There’s a new company on the block that aims to help businesses better manage the complexity of massive application portfolios. LightStep emerged from stealth today with software that is designed to take information about how applications are performing and provide businesses with data about what’s causing performance issues.
Called LightStep XPM, the system is designed to integrate with businesses’ computing infrastructure and observe how different systems perform in real time. It pulls in all of that activity, and uses the information to determine when systems are behaving oddly. At that point, LightStep’s software can notify human operators of anomalous activity and provide those operators with an end-to-end trace of a process that they can then use to diagnose problems.
While performance management software is nothing new, LightStep says its software beats the competition by being able to handle broadly distributed systems, which is important as application architectures shift. Companies are increasingly building applications that use multiple independent components that work together to complete a particular goal.
But while that shift in architecture can help with the scaling and performance of applications, it can also obfuscate what’s causing problems with them, according to Ben Sigelman, the company’s cofounder and CEO.
“The thesis for the company is that the complexity and scale of the software systems that power enterprises is just growing at an unhealthy clip, and someone needs to start from scratch and think about how we deliver insights about those systems,” he said in an interview.
One of the key advantages to LightStep’s technology is that it’s built to preserve all of the complexity of the way these systems operate. Sigelman said that in the past, performance monitoring systems aggregated data or got rid of some of it, in order to ease processing. That meant the systems could run, but they were missing out on the whole picture.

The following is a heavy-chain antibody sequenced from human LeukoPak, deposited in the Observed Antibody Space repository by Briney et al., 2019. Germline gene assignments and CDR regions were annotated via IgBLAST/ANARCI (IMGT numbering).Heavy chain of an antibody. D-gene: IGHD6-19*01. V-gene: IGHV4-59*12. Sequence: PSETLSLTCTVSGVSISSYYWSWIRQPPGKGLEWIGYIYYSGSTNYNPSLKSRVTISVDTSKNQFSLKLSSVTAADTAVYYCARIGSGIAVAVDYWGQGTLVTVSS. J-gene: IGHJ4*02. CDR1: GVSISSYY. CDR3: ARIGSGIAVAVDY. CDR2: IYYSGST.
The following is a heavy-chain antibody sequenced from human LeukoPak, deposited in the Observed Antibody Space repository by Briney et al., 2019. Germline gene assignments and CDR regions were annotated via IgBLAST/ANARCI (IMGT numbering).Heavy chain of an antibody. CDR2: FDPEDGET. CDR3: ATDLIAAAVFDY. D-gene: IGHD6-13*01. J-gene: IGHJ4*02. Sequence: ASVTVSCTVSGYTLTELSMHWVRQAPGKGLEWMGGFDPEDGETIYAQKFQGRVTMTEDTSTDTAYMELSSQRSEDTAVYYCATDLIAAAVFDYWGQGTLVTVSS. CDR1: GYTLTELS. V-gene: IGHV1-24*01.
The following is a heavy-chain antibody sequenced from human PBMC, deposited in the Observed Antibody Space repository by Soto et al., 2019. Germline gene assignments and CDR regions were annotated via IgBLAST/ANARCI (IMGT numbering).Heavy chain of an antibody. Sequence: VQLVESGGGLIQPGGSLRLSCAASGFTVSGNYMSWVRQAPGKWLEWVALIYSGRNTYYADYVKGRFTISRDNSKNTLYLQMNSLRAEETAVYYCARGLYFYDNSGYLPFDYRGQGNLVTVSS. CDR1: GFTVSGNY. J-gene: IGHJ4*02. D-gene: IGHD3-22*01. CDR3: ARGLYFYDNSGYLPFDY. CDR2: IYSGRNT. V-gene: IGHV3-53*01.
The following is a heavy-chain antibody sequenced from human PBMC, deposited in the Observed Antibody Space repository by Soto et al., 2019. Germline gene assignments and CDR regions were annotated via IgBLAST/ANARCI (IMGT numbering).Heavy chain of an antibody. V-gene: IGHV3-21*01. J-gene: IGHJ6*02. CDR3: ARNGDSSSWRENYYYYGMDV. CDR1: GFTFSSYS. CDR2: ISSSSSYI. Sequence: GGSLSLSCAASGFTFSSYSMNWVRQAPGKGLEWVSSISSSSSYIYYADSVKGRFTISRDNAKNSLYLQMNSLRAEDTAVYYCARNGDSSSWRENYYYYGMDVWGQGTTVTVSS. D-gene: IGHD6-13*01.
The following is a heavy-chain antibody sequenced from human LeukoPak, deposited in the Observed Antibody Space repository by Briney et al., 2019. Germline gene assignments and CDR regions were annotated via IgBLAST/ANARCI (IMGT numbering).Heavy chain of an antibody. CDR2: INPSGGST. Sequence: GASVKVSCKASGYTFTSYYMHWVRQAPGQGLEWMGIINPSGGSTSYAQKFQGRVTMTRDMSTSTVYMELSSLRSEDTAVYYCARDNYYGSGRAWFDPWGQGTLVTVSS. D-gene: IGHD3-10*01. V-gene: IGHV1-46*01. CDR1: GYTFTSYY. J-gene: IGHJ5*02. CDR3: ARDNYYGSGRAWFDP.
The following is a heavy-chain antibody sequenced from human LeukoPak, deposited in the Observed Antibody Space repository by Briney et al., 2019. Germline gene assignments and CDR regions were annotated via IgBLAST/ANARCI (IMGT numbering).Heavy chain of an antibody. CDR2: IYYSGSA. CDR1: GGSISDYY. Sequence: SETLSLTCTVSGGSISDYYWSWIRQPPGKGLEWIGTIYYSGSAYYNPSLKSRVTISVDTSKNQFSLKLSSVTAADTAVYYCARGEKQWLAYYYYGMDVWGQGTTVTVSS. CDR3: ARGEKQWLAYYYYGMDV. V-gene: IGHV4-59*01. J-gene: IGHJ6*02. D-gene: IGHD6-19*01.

The company has already landed a number of high-profile clients, including Lyft, Twilio, and Yext. LightStep has already been through its first round of contract renewals, and its initial customers are coming back for long-term deals.
One of the key benefits that LightStep’s software can provide is the ability to set goals for particular software teams around the performance of their portion of an application. For example, the traces generated by LightStep XPM can be used to determine which component is holding up a process, so that the team in charge of that particular subsystem can be held responsible.
As part of its launch, LightStep also revealed that it has raised a total of $29 million in a pair of rounds led by Redpoint Ventures and Sequoia Capital, respectively.
Sigelman said that the funding would be used to build out LightStep’s technical workforce, as well as the company’s sales and marketing operations. The team opted to take on funding now so that it’s possible for them to scale the business and tackle the market opportunity in front of them, he said.
There’s more on the horizon for LightStep beyond performance monitoring, though Siegelman declined to provide specific plans for the company’s future products.